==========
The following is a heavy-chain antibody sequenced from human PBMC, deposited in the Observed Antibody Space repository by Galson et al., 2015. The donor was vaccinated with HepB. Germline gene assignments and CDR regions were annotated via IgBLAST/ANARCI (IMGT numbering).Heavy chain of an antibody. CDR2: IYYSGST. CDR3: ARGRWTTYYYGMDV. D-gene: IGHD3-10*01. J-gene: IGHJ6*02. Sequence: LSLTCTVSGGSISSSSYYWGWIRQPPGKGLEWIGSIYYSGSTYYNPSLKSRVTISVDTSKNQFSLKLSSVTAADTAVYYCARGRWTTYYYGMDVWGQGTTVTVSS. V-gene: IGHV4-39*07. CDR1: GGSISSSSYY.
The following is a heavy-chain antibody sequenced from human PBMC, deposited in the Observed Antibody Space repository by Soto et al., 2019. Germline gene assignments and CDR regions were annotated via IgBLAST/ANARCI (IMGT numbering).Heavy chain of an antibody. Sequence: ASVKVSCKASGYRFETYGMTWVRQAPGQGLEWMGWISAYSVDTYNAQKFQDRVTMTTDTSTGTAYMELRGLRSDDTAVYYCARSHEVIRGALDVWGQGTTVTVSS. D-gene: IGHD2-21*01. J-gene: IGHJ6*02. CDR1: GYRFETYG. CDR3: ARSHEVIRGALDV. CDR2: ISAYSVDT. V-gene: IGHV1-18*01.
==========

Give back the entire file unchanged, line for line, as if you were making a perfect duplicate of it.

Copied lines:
The following is a heavy-chain antibody sequenced from human PBMC, deposited in the Observed Antibody Space repository by Galson et al., 2015. The donor was vaccinated with HepB. Germline gene assignments and CDR regions were annotated via IgBLAST/ANARCI (IMGT numbering).Heavy chain of an antibody. CDR2: IYYSGST. CDR3: ARGRWTTYYYGMDV. D-gene: IGHD3-10*01. J-gene: IGHJ6*02. Sequence: LSLTCTVSGGSISSSSYYWGWIRQPPGKGLEWIGSIYYSGSTYYNPSLKSRVTISVDTSKNQFSLKLSSVTAADTAVYYCARGRWTTYYYGMDVWGQGTTVTVSS. V-gene: IGHV4-39*07. CDR1: GGSISSSSYY.
The following is a heavy-chain antibody sequenced from human PBMC, deposited in the Observed Antibody Space repository by Soto et al., 2019. Germline gene assignments and CDR regions were annotated via IgBLAST/ANARCI (IMGT numbering).Heavy chain of an antibody. Sequence: ASVKVSCKASGYRFETYGMTWVRQAPGQGLEWMGWISAYSVDTYNAQKFQDRVTMTTDTSTGTAYMELRGLRSDDTAVYYCARSHEVIRGALDVWGQGTTVTVSS. D-gene: IGHD2-21*01. J-gene: IGHJ6*02. CDR1: GYRFETYG. CDR3: ARSHEVIRGALDV. CDR2: ISAYSVDT. V-gene: IGHV1-18*01.